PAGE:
By Dan Plouffe
Gabriela Dabrowski has always been a fighter. That much was evident from the start, says local tennis coach Tony Milo.
“I remember when she was 10 years old and we were running the under-14 provincial championships,” recalls Milo, who taught Dabrowski for roughly 5 of her formative years out of the Ottawa Athletic Club, and has continued to consult with the Ottawa tennis star as her career progressed.
“Girls were 4 years older, but for whatever reason, she got into the draw, maybe someone pulled out and she got in because it was in Ottawa,” he continues. “We thought it would just be a good experience to play against the older girls. I really wasn’t expecting anything.
“The next thing you know, she made the final of the tournament, and barely lost the final. It was a long 3-set match. She was smaller and weaker, but she just grinded her way through.
“It was almost hard to watch her fight so hard at that age. It was such a battle. Her technique wasn’t really that great back then. She just went out there and gutted it out.
“And that’s how she’s been her whole career. Just like that. To find a way to stay in the matches. She never goes down easy.
“I’ll never forget it.”
So when 25-year-old Dabrowski and partner Rohan Bopanna fell 2-6 in the first set of the French Open mixed doubles final on June 8 at Roland Garros, Milo wasn’t surprised to see her come back and win the next one 6-2. Nor was he shocked when they stared a pair of match points. To see her prevail at the end of a 22-game deciding set? Par for the course.
“That’s a typical match for Gaby, that’s for sure,” Milo laughs. “It’s always a battle.”
With the French Open crown, Dabrowski became the first Canadian woman to win a grand slam tennis title.
“I always thought that she would get the opportunity to win one, or more,” indicates Milo, who believes Dabrowski’s father was key to instilling the work ethic required to succeed at a high level. “They put in the extra time, the extra fitness, the extra practicing that you need to do. She was very disciplined at a young age. She’s just continued on that path.”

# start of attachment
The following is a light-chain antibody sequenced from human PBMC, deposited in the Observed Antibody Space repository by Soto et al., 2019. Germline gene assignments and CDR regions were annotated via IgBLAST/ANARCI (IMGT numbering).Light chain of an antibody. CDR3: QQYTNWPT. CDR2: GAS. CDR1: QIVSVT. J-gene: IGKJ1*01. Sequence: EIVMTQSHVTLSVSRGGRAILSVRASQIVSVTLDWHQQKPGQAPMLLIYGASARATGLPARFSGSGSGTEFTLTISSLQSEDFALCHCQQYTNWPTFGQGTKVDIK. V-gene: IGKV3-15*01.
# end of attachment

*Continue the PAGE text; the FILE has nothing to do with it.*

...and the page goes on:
Milo cheekily asked Dabrowski if she was enjoying herself in Paris the day after her victory, only to find out the newly-minted champ was already in England to practice on grass courts in advance of Wimbledon.
“It’s good old fashioned hard work,” Milo underlines. “There are no excuses. She’s a professional every day.”
That included a number of years where Dabrowski struggled as a young pro out of the junior ranks, but the Rio 2016 Olympian had turned a corner and managed to earn consistent paydays as a doubles player by the time she became a double doubles medallist at the Toronto 2015 Pan Am Games.
“It means a lot to me,” Dabrowski says of the French Open title in a Tennis Canada news release. “I have made a lot of sacrifices this year. I think it shows that if you work hard over the course of a few years, you can achieve your goals. It’s very, very special.”
While tennis takes her around the world regularly – including an April stop in Miami where she won the first top-tier WTA women’s doubles title of her career – Dabrowski visits Milo at the Carleton Tennis Centre whenever she’s back in town. The local tennis community was thrilled to see one of their own come out on top, says her old coach.
“Everyone’s really happy for her,” Milo signals, emphasizing the inspirational force Dabrowski has become. “It just makes the kids feel that it’s possible. It can happen to you, and Ottawa can produce a grand slam champion.”
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